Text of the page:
Monday, 23 February 2015

Brooklyn Hipsters on Film

If Woody Allen was a young filmmaker today, he would've never been able to make a masterpiece like Manhattan due to The Big Apple's altered urbanscape of gentrification. Perhaps that's why we're seeing a plethora of low-budget indies set in “authentic” Brooklyn, where the young and creatively clueless can actually afford to pay rent, while enjoying the somewhat dubiously glorified status of hipsters.

But besides the Brooklyn-based visual clichés, generic film titles, and post mumblecore walk-and-talks that this new trend has spawned, even Woody Allen would admit that some of the following films are definitely better than others:

Appropriate Behavior (dir. Desiree Akhavan)
“I'm just having problems dealing with Brooklyn parties, and everyone talking about their Kickstarter campaigns,” vexes Maxine (Rebecca Henderson) outside a New Year's Eve party. Being a hater is how twentysomething bisexual Shirin (writer-director Desiree Akhavan) bonds with her first real love.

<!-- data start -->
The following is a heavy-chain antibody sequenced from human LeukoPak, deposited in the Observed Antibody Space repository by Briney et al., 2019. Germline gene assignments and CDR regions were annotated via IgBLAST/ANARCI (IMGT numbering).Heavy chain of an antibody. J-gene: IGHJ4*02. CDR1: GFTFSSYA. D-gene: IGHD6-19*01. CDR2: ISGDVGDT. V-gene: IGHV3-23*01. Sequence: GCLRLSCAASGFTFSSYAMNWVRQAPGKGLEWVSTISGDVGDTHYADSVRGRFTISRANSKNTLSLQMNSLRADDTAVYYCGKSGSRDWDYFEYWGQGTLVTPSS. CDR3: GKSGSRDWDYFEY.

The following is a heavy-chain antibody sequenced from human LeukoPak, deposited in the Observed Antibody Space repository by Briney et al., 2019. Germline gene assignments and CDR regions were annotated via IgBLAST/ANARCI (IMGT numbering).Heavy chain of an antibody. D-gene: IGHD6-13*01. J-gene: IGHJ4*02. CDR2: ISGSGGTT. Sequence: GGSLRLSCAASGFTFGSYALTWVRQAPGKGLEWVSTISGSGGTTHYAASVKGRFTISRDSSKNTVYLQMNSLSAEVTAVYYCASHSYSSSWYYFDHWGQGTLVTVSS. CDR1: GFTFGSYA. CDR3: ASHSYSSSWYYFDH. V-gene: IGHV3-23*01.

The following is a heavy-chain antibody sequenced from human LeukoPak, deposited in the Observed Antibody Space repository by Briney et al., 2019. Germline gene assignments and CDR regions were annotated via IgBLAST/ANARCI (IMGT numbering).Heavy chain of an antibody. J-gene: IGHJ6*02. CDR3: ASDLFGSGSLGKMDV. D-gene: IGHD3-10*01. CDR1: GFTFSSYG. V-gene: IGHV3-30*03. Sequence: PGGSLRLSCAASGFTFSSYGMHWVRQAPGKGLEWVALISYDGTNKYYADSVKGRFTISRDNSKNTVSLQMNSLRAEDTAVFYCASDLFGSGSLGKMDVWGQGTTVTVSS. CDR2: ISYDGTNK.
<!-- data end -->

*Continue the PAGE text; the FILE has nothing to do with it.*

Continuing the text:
Like many indie anti-heroes, Shirin is confused, unemployed, yet has a typically quirky girlfriend to gripe to. She even has repressively “perfect” parents – who partially fund her apartment and creative forays – and a star older brother whose reputation she can't quite seem to live up to. But what makes Appropriate Behavior stand out is its original detail and profundity in observing – and sometimes scorning – both the hipster Brooklyn and Iranian immigrant setting, as well as Akhavan's willingness to be gawky, hilarious, and exasperating at the same time.... More films.

Friday, 20 February 2015

History Is Now: 7 Artists Take On Britain

Such unlikely objects as an antiaircraft weapon find their pointed place alongside more familiar artworks in History Is Now, an exhibition that scrutinises (in a timely fashion, given the run-up to the 2015 General Election) the last seventy years of British history

Seven artists of different generations and backgrounds, including Simon Fujiwara, Hannah Starkey, John Akomfrah, Richard Wentworth, Roger Hiorns and Jane and Louise Wilson, curate this sprawling, eclectic collection covering topics from post-Thatcherite society and the Cold War to protest movements, “mad cow disease,” and celebrity culture... More.